With one week until deadline, make sure you're paying local property taxes based on an accurate assessment
The New York State Department of Taxation and Finance today reminded all property owners - including homeowners and businesses - to check their assessments for accuracy. The deadline to contest your property assessment, also known as "Grievance Day," is May 26 in most communities.
"Once you get your tax bill, it's too late to reduce your property's assessment or restore exemptions you might have lost," Acting Commissioner of Taxation and Finance Kenneth Adams said. "Take advantage of this window of opportunity to make sure your assessment is fair and accurate."
Local assessment rolls include the property's estimated market value. This information is required to be published on local websites. Property owners who believe the market value on the assessment roll is significantly higher than the price for which the property could be sold have until Grievance Day to file for review of the assessment.
For the RP-524 grievance form and step-by-step instructions, visit the Tax Department's "Contest Your Assessment" webpage. The local Board of Assessment Review will review your case and respond based on the information provided.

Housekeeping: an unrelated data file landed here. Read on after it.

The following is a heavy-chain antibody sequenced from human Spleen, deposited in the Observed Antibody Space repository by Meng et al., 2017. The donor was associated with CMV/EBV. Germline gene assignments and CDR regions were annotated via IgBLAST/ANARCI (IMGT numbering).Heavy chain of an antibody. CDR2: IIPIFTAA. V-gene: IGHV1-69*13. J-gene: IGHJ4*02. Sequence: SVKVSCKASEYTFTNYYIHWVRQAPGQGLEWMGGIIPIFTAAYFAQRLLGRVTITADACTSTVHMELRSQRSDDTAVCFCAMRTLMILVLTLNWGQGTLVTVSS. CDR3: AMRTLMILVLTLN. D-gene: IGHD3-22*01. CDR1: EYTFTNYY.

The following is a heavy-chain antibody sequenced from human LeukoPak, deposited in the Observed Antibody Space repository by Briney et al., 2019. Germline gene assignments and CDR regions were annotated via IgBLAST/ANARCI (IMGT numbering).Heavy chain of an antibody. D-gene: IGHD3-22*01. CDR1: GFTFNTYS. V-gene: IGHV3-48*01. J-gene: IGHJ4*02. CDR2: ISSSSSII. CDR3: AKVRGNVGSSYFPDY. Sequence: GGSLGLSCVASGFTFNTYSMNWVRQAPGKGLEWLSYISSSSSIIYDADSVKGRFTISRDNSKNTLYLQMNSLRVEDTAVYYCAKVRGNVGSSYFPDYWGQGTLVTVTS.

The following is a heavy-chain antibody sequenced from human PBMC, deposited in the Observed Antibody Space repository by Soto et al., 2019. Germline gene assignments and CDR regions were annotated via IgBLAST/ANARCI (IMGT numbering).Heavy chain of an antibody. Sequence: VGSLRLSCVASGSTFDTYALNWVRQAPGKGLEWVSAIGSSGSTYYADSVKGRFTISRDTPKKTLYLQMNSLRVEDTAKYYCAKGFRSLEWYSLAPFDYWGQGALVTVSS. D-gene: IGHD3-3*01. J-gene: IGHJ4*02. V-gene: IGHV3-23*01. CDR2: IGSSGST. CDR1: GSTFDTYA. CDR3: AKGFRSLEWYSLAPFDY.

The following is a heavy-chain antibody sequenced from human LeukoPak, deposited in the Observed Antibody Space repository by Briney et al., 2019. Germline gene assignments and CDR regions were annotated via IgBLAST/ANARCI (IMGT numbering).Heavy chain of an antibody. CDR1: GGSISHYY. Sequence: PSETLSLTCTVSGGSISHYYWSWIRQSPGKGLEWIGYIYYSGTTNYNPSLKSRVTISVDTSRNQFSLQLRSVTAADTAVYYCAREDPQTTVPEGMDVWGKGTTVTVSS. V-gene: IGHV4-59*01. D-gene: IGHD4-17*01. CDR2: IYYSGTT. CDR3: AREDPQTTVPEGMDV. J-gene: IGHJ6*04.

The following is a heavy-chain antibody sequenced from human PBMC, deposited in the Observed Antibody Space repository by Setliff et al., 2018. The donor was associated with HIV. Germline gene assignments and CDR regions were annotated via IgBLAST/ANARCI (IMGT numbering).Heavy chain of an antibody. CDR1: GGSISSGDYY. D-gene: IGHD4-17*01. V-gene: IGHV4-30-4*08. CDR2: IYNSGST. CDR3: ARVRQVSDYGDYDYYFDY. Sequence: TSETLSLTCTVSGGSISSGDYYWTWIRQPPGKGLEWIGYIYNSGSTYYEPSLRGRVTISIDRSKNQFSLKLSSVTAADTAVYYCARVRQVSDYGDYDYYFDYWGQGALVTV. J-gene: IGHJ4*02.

When filing for assessment review, property owners are required to provide a market value estimate of their property. To support that estimate, it is helpful to include documentation about the sale of comparable homes in your community. If you have a recent appraisal of your property, that can also be helpful, but is not necessary.
Property Tax Exemptions on the Assessment Roll
Assessment rolls also include the property tax exemptions each property receives. If a homeowner applied for an exemption and it does not appear on the assessment roll, he or she can use the grievance process to appeal to the local Board of Assessment Review.
Appealing the Board of Assessment Review Ruling
Homeowners who do not receive the requested relief through the grievance process have a low-cost option to appeal. Small claims assessment review costs $30, and the case is handled by a court-appointed hearing officer.
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